Russia stops collaborating within the Black Sea Grains Initiative

The Sierra Leonean-flagged cargo ship Razoni, transporting Ukrainian grain, is seen in the Black Sea off Kilyos near Istanbul, Turkey August 3, 2022.

Mehmet Caliskan | Reuters

WASHINGTON – Moscow has suspended its participation in the Black Sea Grain Initiative, an agreement negotiated earlier this year that reopens Ukrainian ports to exports of agricultural products.

Russia’s Defense Ministry said on Saturday it would stop participating, citing retaliation for Kiev’s “act of terrorism” against Russian warships. The Russian Foreign Ministry said Ukrainian forces had launched “massive air and sea strikes using unmanned aerial vehicles against ships and infrastructure of the Russian Black Sea Fleet at the naval base in Sevastopol.”

Russia also said British operators helped the Ukrainian military carry out the pre-dawn attack, adding that at least 15 drones were involved.

Ukrainian Foreign Minister Dmytro Kuleba said Russia was using the attack as a “false pretext” to block the “grain corridor that ensures food security for millions of people”.

“We warned about Russia’s plans to ruin the Black Sea Grains Initiative,” Kuleba tweeted. “I call on all states to demand that Russia end its hunger games and once again honor its commitments.”

Before the war, Ukraine and Russia accounted for nearly a quarter of world grain exports until those shipments ground to a halt for nearly six months.

Ukraine is typically the world’s top producer and exporter of sunflower meal, oil and seeds, according to the United States Department of Agriculture. Ukraine is also the seventh largest wheat producer in the world.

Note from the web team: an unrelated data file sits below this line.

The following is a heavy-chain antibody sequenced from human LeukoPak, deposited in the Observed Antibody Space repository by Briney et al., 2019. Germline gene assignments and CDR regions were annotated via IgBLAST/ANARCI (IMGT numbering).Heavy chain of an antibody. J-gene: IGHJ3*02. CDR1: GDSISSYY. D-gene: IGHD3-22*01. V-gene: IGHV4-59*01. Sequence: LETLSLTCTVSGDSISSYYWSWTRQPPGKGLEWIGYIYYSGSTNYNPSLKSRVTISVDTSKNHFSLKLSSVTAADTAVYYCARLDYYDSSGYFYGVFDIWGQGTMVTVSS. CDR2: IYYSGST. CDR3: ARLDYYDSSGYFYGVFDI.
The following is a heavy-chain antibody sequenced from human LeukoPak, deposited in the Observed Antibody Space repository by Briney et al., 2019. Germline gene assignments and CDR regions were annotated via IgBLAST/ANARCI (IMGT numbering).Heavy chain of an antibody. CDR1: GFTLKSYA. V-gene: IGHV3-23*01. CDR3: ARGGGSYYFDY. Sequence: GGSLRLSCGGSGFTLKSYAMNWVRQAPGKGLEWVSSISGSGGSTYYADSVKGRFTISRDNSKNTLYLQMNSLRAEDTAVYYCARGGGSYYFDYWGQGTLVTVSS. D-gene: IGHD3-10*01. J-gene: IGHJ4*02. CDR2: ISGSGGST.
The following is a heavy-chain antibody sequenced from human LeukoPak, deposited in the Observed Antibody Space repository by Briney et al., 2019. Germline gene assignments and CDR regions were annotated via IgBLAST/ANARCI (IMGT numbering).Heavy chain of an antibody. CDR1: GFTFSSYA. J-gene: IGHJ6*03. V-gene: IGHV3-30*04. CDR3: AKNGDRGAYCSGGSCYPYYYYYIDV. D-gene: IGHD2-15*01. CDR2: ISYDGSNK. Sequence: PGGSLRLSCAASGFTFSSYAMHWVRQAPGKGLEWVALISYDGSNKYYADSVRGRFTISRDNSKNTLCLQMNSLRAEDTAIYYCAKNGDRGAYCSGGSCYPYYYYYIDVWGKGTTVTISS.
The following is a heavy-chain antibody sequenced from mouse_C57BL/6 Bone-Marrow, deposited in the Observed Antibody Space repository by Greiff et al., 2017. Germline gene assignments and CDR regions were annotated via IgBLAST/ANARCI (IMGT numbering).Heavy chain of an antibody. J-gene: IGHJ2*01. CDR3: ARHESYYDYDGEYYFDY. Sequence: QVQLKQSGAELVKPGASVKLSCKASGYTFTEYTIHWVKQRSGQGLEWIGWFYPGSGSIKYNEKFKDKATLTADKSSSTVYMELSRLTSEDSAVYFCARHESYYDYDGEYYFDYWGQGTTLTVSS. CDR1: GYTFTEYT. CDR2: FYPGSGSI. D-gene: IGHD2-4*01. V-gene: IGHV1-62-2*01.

The grain harvester collects wheat in the field near the village of Zgurivka in Kyiv region as Russia continues the war against Ukraine. August 9, 2022.

Maxim Marusenko | Nurphoto | Getty Images

The Black Sea Grain Initiative, a United Nations-backed deal negotiated in July, eased Russia’s naval blockade and provided for the reopening of three key Ukrainian ports. The first ship left the Ukrainian port of Odessa on August 1 with more than 26,000 tons of corn. Since then, almost 400 ships with a total capacity of 9 million tons have left the ports of Ukraine.

Of the 40 countries receiving Ukrainian food from the initiative, Spain has accepted the majority of agricultural products, totaling 1.8 million tons.

Representatives of Ukraine, Russia, the United Nations and Turkey held negotiations on the creation of the sea corridor in Istanbul earlier this year and signed the landmark agreement in July. The deal, which expires next month, has helped address the growing food crisis, sparked in part by Russia’s war against its former Soviet neighbor.

The United Nations said in a statement that it was in touch with Russian authorities on the matter.

“It is critical that all parties refrain from doing anything that would jeopardize the Black Sea Grain Initiative, which represents a crucial humanitarian effort that is clearly having a positive impact on access to food for millions of people around the world,” wrote Spokesman Stephane Dujarric for the UN Secretary-General, in a statement.

The Russian Foreign Ministry said it had sent relevant instructions to the Joint Coordination Center in Istanbul, which oversees exports of agricultural products from Ukraine.

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